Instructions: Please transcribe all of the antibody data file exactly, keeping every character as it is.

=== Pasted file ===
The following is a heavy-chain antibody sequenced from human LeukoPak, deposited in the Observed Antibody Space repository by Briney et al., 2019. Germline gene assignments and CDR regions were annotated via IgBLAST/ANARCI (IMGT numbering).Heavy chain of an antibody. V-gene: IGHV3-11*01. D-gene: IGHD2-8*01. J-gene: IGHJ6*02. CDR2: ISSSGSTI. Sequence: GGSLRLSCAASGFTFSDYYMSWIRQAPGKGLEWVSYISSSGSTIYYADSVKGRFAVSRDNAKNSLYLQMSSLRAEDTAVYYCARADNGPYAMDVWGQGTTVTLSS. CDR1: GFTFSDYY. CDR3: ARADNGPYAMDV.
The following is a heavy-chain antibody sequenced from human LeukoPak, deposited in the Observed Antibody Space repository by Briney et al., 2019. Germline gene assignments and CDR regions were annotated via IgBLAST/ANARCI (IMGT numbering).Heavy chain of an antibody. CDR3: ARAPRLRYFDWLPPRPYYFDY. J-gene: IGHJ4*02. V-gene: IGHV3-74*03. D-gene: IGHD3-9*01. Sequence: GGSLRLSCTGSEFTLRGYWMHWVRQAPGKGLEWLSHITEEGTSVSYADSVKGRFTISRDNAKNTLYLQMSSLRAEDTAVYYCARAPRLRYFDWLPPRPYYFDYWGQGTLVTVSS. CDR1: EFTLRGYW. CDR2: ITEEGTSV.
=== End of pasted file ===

The following is a heavy-chain antibody sequenced from human LeukoPak, deposited in the Observed Antibody Space repository by Briney et al., 2019. Germline gene assignments and CDR regions were annotated via IgBLAST/ANARCI (IMGT numbering).Heavy chain of an antibody. V-gene: IGHV3-11*01. D-gene: IGHD2-8*01. J-gene: IGHJ6*02. CDR2: ISSSGSTI. Sequence: GGSLRLSCAASGFTFSDYYMSWIRQAPGKGLEWVSYISSSGSTIYYADSVKGRFAVSRDNAKNSLYLQMSSLRAEDTAVYYCARADNGPYAMDVWGQGTTVTLSS. CDR1: GFTFSDYY. CDR3: ARADNGPYAMDV.
The following is a heavy-chain antibody sequenced from human LeukoPak, deposited in the Observed Antibody Space repository by Briney et al., 2019. Germline gene assignments and CDR regions were annotated via IgBLAST/ANARCI (IMGT numbering).Heavy chain of an antibody. CDR3: ARAPRLRYFDWLPPRPYYFDY. J-gene: IGHJ4*02. V-gene: IGHV3-74*03. D-gene: IGHD3-9*01. Sequence: GGSLRLSCTGSEFTLRGYWMHWVRQAPGKGLEWLSHITEEGTSVSYADSVKGRFTISRDNAKNTLYLQMSSLRAEDTAVYYCARAPRLRYFDWLPPRPYYFDYWGQGTLVTVSS. CDR1: EFTLRGYW. CDR2: ITEEGTSV.